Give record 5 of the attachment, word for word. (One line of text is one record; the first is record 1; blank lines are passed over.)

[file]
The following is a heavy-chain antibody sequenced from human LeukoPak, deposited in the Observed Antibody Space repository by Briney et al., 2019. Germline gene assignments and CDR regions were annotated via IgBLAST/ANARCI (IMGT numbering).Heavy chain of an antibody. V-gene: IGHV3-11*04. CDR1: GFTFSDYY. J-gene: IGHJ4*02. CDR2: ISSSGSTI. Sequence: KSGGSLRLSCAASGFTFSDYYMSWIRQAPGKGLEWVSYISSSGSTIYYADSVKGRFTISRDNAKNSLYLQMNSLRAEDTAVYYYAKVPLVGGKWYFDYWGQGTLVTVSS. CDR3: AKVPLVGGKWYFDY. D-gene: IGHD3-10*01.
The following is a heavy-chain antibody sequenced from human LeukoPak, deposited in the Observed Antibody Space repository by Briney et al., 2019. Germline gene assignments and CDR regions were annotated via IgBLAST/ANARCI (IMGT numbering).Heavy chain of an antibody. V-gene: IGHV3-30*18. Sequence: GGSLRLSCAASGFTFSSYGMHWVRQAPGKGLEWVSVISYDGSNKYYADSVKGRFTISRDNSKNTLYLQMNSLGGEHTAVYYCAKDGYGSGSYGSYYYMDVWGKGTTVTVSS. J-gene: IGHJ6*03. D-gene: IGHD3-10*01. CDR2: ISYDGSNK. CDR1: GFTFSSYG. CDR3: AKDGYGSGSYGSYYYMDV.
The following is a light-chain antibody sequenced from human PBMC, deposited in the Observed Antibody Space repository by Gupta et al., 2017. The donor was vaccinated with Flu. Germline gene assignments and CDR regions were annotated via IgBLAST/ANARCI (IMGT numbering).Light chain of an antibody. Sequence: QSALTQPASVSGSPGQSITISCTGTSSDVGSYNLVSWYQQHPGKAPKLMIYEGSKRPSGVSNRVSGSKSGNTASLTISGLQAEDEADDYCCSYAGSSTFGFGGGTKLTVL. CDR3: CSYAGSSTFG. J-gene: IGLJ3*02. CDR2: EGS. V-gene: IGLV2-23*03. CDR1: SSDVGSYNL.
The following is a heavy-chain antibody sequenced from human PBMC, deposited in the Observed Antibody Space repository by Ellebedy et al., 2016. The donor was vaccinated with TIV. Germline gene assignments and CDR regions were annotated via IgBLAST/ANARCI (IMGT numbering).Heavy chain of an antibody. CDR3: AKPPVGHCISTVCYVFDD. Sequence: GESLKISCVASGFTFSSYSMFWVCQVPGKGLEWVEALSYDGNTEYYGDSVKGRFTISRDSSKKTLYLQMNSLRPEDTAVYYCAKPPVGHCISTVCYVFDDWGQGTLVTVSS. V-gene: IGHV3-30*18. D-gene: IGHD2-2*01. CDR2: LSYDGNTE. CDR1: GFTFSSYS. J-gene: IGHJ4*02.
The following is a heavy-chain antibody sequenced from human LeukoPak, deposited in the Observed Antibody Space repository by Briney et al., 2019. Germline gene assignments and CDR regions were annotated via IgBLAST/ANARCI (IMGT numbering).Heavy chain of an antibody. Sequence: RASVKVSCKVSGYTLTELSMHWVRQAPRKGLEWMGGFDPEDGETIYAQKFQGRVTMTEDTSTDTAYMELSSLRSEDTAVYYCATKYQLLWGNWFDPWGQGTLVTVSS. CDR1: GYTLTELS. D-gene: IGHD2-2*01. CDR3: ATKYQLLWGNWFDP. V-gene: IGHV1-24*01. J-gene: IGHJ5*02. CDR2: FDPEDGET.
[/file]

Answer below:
The following is a heavy-chain antibody sequenced from human LeukoPak, deposited in the Observed Antibody Space repository by Briney et al., 2019. Germline gene assignments and CDR regions were annotated via IgBLAST/ANARCI (IMGT numbering).Heavy chain of an antibody. Sequence: RASVKVSCKVSGYTLTELSMHWVRQAPRKGLEWMGGFDPEDGETIYAQKFQGRVTMTEDTSTDTAYMELSSLRSEDTAVYYCATKYQLLWGNWFDPWGQGTLVTVSS. CDR1: GYTLTELS. D-gene: IGHD2-2*01. CDR3: ATKYQLLWGNWFDP. V-gene: IGHV1-24*01. J-gene: IGHJ5*02. CDR2: FDPEDGET.